Richard Florida in The Atlantic:
Terrible tragedies like last week's mass shootings in Tucson cause us to search for deeper answers. Many were quick to blame America's divisive and vitriolic political culture for the violence; others portray the shooter as an unhinged, clinically deranged person with his own unfathomable agenda. Arizona has been ground zero for the battle over immigration. Were the state's political and economic travails a contributing factor? There has been some talk about guns, too. Might tighter gun control laws have made a difference?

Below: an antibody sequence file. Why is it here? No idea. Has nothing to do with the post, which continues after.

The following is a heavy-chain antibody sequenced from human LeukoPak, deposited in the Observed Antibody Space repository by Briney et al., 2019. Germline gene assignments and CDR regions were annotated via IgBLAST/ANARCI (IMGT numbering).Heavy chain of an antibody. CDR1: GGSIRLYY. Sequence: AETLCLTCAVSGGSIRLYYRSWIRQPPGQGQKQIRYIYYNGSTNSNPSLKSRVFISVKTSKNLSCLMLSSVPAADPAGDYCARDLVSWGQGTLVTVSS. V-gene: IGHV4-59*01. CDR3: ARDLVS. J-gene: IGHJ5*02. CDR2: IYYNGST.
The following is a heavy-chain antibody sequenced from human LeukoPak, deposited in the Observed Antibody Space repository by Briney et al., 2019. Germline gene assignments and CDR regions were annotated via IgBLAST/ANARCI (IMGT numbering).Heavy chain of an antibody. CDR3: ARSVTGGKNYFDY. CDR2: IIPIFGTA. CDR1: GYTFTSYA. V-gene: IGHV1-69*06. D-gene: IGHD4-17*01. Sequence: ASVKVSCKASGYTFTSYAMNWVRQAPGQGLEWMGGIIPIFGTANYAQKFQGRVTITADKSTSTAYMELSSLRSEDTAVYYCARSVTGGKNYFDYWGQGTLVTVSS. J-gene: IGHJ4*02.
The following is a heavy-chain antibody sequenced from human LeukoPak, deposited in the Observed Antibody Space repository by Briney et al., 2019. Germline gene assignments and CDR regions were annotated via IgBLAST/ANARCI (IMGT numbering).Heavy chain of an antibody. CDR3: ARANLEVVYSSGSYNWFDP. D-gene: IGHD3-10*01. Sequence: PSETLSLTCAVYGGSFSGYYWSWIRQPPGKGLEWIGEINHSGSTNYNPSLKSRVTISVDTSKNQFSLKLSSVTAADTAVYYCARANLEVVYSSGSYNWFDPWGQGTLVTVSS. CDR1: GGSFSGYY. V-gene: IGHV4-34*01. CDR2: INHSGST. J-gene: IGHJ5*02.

The map above charts firearm deaths for the 50 states plus the District of Columbia. Note that these figures include accidental shootings, suicides, even acts of self-defense, as well as crimes. As of 2007, 10.2 out of every 100,000 people were killed by firearms across the United States, but that rate varies dramatically from state to state. In Hawaii, at the low end, it was 2.6 per 100,000; in New York and New Jersey it was 5.0 and 5.2 respectively. At the high end, 21.7 out of every 100,000 residents of the District of Columbia were killed by guns, 20.2 in Louisiana, 18.5 in Mississippi, and 17.8 in Alaska. Arizona ranked eighth nationally, with 15.1 deaths per 100,000.